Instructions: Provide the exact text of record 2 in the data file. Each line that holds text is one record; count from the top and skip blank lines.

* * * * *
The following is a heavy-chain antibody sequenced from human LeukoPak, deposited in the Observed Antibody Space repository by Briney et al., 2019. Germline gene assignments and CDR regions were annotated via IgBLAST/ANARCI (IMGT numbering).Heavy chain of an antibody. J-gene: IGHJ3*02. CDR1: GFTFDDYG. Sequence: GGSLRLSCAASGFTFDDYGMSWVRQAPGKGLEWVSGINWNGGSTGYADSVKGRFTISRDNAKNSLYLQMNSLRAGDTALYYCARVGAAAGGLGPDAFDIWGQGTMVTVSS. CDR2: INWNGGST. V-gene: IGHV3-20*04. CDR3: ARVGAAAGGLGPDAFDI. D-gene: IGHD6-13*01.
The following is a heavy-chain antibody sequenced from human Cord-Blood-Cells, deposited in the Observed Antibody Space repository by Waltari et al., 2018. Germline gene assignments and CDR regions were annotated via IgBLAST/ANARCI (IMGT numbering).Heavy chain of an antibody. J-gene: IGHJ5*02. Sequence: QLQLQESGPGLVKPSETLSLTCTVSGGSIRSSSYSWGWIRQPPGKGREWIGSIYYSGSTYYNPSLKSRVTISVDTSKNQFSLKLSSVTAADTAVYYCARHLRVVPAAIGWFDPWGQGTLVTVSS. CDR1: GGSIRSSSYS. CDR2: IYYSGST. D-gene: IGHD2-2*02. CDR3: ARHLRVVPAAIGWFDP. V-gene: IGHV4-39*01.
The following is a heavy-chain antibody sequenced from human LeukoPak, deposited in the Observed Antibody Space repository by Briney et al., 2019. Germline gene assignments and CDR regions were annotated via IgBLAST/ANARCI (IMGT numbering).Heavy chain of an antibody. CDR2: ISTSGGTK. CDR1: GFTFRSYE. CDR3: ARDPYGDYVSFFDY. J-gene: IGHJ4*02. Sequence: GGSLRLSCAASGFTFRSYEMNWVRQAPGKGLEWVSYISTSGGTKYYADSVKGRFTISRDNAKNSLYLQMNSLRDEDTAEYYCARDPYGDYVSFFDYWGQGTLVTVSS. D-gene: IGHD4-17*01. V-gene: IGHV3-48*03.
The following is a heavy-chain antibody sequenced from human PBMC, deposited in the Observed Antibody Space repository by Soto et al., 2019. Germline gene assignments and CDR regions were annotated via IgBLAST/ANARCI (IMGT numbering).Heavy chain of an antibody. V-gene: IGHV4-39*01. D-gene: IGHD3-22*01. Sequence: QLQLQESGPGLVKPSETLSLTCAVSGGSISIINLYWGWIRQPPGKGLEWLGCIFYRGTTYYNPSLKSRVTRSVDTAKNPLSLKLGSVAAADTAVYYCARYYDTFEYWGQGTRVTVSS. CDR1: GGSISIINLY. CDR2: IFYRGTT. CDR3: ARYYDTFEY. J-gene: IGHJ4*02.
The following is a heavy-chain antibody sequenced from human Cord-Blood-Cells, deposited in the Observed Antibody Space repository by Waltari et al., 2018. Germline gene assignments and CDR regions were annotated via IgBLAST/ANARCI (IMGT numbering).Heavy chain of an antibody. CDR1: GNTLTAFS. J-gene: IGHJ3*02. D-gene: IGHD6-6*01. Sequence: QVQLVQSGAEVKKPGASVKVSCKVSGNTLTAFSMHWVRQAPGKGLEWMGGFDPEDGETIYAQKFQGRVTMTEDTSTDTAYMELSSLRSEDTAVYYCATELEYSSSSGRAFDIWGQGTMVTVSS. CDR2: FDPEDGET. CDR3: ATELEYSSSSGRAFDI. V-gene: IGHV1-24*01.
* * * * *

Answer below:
The following is a heavy-chain antibody sequenced from human Cord-Blood-Cells, deposited in the Observed Antibody Space repository by Waltari et al., 2018. Germline gene assignments and CDR regions were annotated via IgBLAST/ANARCI (IMGT numbering).Heavy chain of an antibody. J-gene: IGHJ5*02. Sequence: QLQLQESGPGLVKPSETLSLTCTVSGGSIRSSSYSWGWIRQPPGKGREWIGSIYYSGSTYYNPSLKSRVTISVDTSKNQFSLKLSSVTAADTAVYYCARHLRVVPAAIGWFDPWGQGTLVTVSS. CDR1: GGSIRSSSYS. CDR2: IYYSGST. D-gene: IGHD2-2*02. CDR3: ARHLRVVPAAIGWFDP. V-gene: IGHV4-39*01.